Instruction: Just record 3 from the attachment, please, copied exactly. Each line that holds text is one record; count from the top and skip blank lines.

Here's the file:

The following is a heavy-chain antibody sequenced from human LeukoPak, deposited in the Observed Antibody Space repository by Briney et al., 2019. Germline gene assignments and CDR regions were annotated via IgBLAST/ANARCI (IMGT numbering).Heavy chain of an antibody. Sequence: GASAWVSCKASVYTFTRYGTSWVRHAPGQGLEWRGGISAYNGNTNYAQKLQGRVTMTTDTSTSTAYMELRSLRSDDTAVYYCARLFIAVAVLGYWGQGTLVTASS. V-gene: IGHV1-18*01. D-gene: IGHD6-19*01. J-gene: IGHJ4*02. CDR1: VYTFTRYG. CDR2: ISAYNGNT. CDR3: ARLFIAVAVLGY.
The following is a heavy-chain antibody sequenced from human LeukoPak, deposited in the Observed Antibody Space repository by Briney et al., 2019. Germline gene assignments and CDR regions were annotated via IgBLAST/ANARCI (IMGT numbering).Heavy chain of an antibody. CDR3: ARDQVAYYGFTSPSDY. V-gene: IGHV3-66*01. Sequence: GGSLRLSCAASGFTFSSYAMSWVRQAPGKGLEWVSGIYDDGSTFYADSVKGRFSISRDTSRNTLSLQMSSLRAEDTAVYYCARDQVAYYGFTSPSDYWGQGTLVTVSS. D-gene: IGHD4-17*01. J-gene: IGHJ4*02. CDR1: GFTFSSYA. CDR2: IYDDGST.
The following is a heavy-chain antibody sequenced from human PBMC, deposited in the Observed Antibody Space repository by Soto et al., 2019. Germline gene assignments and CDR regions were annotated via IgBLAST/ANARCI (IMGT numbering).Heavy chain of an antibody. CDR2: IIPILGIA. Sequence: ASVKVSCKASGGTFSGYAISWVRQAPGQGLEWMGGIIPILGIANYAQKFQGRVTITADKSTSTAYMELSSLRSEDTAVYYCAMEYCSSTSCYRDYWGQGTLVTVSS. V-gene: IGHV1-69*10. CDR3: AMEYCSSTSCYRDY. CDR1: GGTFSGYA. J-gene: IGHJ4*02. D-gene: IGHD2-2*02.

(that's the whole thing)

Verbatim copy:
The following is a heavy-chain antibody sequenced from human PBMC, deposited in the Observed Antibody Space repository by Soto et al., 2019. Germline gene assignments and CDR regions were annotated via IgBLAST/ANARCI (IMGT numbering).Heavy chain of an antibody. CDR2: IIPILGIA. Sequence: ASVKVSCKASGGTFSGYAISWVRQAPGQGLEWMGGIIPILGIANYAQKFQGRVTITADKSTSTAYMELSSLRSEDTAVYYCAMEYCSSTSCYRDYWGQGTLVTVSS. V-gene: IGHV1-69*10. CDR3: AMEYCSSTSCYRDY. CDR1: GGTFSGYA. J-gene: IGHJ4*02. D-gene: IGHD2-2*02.